Why physicians are susceptible to hardball tactics

I was invited to a medical staff leadership conference sponsored by our hospital. A company specializing in training physician leaders ran the meeting. The topic was healthcare reform and its effect on hospitals and physicians. Included were discussions on patient-centered medical homes, accountable care organizations, bundled payments and physician integration and alignment with hospitals.

The course director made it crystal clear that there will be no place in the future for physicians who do not buy-in to the idea of population-centered, cost-effective medical care. Physician leaders will take corrective action to eliminate dissident physicians from the medical staff.

One of the cases we discussed was this (my abstraction):

“A hospital has a orthopedic-neurosurgery spine service line, headed by a physician-manager dyad and having a steering committee composed of physicians and managers. Several neurosurgeons want to do minimally invasive surgery while the orthopedists want to do surgery the old way. The orthopedists said there was not enough evidence to warrant change. Hospital administrators want minimally invasive procedures because these surgeries use less expensive hardware and have higher margins. One orthopedic surgeon, employed by the hospital, and who has a long history of disruptive behavior, refused to attend meetings where the issue is being discussed.”

We were asked to draw an organization chart, indicate who was accountable for what, suggest a plan of action regarding the surgeon’s continuing disruptive behavior, and recommend another plan if the orthopedic surgeons continue to perform the higher cost procedure.

I doubt that anyone else at the meeting had my perspective on this case, as I have been brought up 3 times for disruptive behavior, nearly a 4th. A psychiatrist, who I had thought was a friend, was at each meeting. At the last meeting, he ventured I had a psychiatric diagnosis where I liked being brought up for disruptive behavior. And I’m at a top 100 hospital.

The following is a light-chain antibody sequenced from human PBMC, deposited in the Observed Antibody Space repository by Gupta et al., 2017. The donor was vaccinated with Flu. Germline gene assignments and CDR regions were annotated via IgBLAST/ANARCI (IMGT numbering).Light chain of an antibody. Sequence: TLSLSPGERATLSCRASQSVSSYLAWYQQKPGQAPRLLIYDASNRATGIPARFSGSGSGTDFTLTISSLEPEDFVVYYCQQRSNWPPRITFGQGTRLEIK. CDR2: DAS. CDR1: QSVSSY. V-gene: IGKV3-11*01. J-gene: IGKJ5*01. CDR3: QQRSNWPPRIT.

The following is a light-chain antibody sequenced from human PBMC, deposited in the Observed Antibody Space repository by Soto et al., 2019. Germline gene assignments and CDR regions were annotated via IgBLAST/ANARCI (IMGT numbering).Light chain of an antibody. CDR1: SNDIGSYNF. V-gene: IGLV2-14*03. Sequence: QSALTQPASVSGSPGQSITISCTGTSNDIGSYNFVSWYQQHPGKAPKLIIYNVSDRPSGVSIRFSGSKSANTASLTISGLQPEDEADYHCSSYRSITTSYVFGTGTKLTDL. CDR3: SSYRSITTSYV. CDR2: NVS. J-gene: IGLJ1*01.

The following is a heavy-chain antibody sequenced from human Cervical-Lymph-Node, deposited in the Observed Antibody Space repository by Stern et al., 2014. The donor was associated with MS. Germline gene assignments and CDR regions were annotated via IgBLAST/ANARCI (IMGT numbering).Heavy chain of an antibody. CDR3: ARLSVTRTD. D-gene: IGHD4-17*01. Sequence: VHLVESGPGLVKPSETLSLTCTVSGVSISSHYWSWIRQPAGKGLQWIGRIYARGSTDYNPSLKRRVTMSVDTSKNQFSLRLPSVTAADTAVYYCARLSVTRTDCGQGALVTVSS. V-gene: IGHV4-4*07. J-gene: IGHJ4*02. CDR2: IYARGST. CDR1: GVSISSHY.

With that background, here’s my analysis: (1) “Disruptive” is vague and could cover a variety of actions. It could mean abusing nurses. Christensen thinks disruption is a good thing. He uses the term to describe innovation that improves efficiency or lowers costs. The term “disruptive” is recommended by law firms popular with hospitals, which is why it is used. (2) We are not given any information about the surgeon’s prior disruptive behavior. It may or may not be relevant. (3) Medical staff disciplinary procedures do not provide due process protection, but I still think we have to assume that the surgeon is innocent until proven guilty. (4) There’s conflict between hospital administration and the orthopedic surgeons. It’s possible that the charges of disruptive behavior reflect an ongoing management campaign to bully the orthopedic surgeons, the employed one in particular. (5) We don’t have enough information about the surgeries to make an intelligent comparison. The only data that’s presented is financial and that’s not enough.

The point of the meeting was that hospitals need to control physicians’ decisions. The problem for physicians is that they have no Plan B if they can’t be a doctor. They are locked-in to their profession and therefore susceptible to hardball tactics. Physician leaders will use the medical staff disciplinary process to prosecute charges of disruptive behavior (and do sham peer review as well). They only need 1 or 2 successes to get staff physicians to cooperate with management recommendations for change.

This is not my idea of leadership.

Bradley Evans is a neurologist. 

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